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New York City’s subways resumed 24/7 service Sunday, more than a year after Gov. Andrew Cuomo instituted nightly shutdowns to facilitate COVID-19 cleaning.
The nightly shutdowns initially ran from 1 a.m. to 5 a.m., before being shaved down to 2 a.m. to 4 a.m. in February. The closures attracted the ire of transit advocates, who accused the MTA of leaving thousands of New Yorkers without a way home.
“There will be no more closure going forward, and the city that never sleeps is again going to have 24/7 subway service,” MTA Chairman Pat Foye said during an appearance Sunday at 59th Street-Columbus Circle station. “This is a special moment for the city.”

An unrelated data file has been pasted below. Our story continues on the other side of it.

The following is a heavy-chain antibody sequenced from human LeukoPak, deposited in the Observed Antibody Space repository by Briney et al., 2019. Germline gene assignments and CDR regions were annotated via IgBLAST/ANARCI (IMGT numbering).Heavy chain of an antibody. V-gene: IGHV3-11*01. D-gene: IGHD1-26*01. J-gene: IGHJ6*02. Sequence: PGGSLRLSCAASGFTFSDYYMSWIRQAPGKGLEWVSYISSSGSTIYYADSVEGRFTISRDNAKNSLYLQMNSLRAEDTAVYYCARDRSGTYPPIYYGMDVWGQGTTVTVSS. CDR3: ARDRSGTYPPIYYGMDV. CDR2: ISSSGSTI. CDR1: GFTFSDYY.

Foye said the MTA will continue its pandemic policy of requiring riders exit trains at terminals in order to allow for deep-cleaning and disinfecting.
Officials will spend $300 million-per-year on the cleaning — despite scientific consensus that the virus rarely spreads via surfaces.
“Riders can trust that we’re doing everything we can to keep them safe and promote public health,” Foye said.
The authority also plans to launch a “#TakeTheTrain/#TakeTheBus” ad campaign to encourage New Yorkers to return to subways and buses, which saw ridership plummet during the coronavirus crisis.
Subways are currently averaging 2.1 million riders per day, the MTA said — compared to around 600,000 one year ago today.
“The subway returning to 24-hour service is a signal that we are closer than we have ever been to normal life,” said Interim Transit President Sarah Feinberg in a statement.
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